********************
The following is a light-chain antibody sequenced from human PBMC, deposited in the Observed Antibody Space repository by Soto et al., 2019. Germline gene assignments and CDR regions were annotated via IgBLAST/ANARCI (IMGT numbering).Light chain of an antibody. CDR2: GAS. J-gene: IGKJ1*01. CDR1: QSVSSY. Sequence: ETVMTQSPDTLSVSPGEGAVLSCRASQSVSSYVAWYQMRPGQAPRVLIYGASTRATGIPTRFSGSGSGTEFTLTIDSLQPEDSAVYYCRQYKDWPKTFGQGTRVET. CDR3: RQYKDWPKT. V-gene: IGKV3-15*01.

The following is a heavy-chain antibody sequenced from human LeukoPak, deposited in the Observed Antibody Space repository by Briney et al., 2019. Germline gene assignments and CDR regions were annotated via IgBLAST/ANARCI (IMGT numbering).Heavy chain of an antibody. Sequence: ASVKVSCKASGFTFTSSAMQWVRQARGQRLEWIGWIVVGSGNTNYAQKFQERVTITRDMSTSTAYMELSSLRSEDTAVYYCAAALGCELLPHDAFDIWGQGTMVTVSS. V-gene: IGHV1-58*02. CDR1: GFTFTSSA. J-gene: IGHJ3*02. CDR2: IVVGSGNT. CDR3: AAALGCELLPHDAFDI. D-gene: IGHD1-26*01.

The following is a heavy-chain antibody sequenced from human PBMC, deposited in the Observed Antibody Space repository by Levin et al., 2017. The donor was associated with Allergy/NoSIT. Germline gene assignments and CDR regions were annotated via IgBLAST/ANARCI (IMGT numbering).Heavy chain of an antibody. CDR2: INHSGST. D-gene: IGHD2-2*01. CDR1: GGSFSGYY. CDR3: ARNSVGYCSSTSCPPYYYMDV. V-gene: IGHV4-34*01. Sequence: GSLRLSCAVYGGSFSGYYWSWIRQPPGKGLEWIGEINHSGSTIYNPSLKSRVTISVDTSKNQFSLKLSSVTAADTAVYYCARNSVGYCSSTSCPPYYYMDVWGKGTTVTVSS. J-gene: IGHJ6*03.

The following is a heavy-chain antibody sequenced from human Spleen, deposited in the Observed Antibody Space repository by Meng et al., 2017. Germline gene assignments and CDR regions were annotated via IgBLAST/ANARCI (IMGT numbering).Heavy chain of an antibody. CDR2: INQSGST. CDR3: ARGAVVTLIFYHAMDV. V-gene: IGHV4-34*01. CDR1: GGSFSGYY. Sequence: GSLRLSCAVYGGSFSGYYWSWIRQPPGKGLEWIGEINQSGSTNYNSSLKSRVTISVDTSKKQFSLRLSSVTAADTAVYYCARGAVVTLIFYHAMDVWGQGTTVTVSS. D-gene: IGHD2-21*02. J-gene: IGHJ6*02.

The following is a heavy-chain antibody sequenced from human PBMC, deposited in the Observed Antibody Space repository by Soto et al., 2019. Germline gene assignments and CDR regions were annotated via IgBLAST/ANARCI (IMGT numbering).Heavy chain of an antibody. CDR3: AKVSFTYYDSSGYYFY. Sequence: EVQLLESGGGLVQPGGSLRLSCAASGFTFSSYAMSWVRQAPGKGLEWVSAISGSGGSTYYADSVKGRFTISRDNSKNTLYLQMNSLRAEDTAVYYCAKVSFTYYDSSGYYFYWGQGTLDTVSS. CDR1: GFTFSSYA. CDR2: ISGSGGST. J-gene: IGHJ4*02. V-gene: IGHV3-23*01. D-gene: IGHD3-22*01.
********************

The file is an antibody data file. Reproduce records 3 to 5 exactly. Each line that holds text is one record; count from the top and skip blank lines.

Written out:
The following is a heavy-chain antibody sequenced from human PBMC, deposited in the Observed Antibody Space repository by Levin et al., 2017. The donor was associated with Allergy/NoSIT. Germline gene assignments and CDR regions were annotated via IgBLAST/ANARCI (IMGT numbering).Heavy chain of an antibody. CDR2: INHSGST. D-gene: IGHD2-2*01. CDR1: GGSFSGYY. CDR3: ARNSVGYCSSTSCPPYYYMDV. V-gene: IGHV4-34*01. Sequence: GSLRLSCAVYGGSFSGYYWSWIRQPPGKGLEWIGEINHSGSTIYNPSLKSRVTISVDTSKNQFSLKLSSVTAADTAVYYCARNSVGYCSSTSCPPYYYMDVWGKGTTVTVSS. J-gene: IGHJ6*03.

The following is a heavy-chain antibody sequenced from human Spleen, deposited in the Observed Antibody Space repository by Meng et al., 2017. Germline gene assignments and CDR regions were annotated via IgBLAST/ANARCI (IMGT numbering).Heavy chain of an antibody. CDR2: INQSGST. CDR3: ARGAVVTLIFYHAMDV. V-gene: IGHV4-34*01. CDR1: GGSFSGYY. Sequence: GSLRLSCAVYGGSFSGYYWSWIRQPPGKGLEWIGEINQSGSTNYNSSLKSRVTISVDTSKKQFSLRLSSVTAADTAVYYCARGAVVTLIFYHAMDVWGQGTTVTVSS. D-gene: IGHD2-21*02. J-gene: IGHJ6*02.

The following is a heavy-chain antibody sequenced from human PBMC, deposited in the Observed Antibody Space repository by Soto et al., 2019. Germline gene assignments and CDR regions were annotated via IgBLAST/ANARCI (IMGT numbering).Heavy chain of an antibody. CDR3: AKVSFTYYDSSGYYFY. Sequence: EVQLLESGGGLVQPGGSLRLSCAASGFTFSSYAMSWVRQAPGKGLEWVSAISGSGGSTYYADSVKGRFTISRDNSKNTLYLQMNSLRAEDTAVYYCAKVSFTYYDSSGYYFYWGQGTLDTVSS. CDR1: GFTFSSYA. CDR2: ISGSGGST. J-gene: IGHJ4*02. V-gene: IGHV3-23*01. D-gene: IGHD3-22*01.